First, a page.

The Coast Guard's Marine Communications and Traffic Services Centre has opened for the season in Iqaluit.
By next week, the centre will be fully up and running.
Each summer, the Canadian Coast Guard operates the Iqaluit station to communicate with all ships entering Arctic waters, from Greenland to Alaska and north of the 60th parallel.
"We provide safety services, which means that we maintain radio watch over international distress and safety frequencies for all this area," said J.P. Lehnert, the officer in charge of Iqaluit’s coast guard office.
If there is a distress signal, the Iqaluit centre alerts search and rescue crews in southern Canada.
Beginning this summer, officers will also provide ships with detailed information about hazards. The change is a result of the Transportation Safety Board’s investigation into the 2010 grounding of the Clipper Adventurer cruise ship. In that case, the ship’s charts didn’t include a known sandbar.
Centre could open for much longer as season lengthens
At this moment, none of the six icebreakers which make up the Canadian Coast Guard’s fleet are in the Arctic. They will arrive later this month and help guide sealift ships on their ice route.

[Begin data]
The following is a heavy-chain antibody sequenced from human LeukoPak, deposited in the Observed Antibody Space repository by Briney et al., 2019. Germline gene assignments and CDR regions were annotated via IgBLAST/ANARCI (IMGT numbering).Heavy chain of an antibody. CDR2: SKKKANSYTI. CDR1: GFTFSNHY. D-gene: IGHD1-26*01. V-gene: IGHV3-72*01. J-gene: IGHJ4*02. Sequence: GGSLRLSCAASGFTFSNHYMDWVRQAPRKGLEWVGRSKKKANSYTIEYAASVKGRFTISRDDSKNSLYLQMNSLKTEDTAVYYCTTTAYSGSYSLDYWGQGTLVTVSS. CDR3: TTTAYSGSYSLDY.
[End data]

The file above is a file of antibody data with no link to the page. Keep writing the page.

"We also try to position the icebreakers with traffic in mind. We'll have an icebreaker where they'll be needed. We can't be everywhere at the same time, but we try to be there at the same time the vessels are going through," said Andy Maillet, the superintendent of operations for the centre.
This will soon be the only coast guard station in Canada’s North. Inuvik's station will close after this season and next summer all communications will happen from Iqaluit.
It could be a challenge, especially with an increase in marine traffic in the Arctic.
"We will be looking at expanding the operational season here in Iqaluit from the current six to eight months next year. And perhaps much longer than that to 365 [days a year] in the coming years," said Peter Garapick, superintendent at the Iqaluit coast guard centre.
An expanded season is something fishermen in Nunavut have asked for, as their seasons stretch longer and longer every year.
For now, the Iqaluit centre will run until the end of November. After that, the service will be transferred to Prescott, Ont.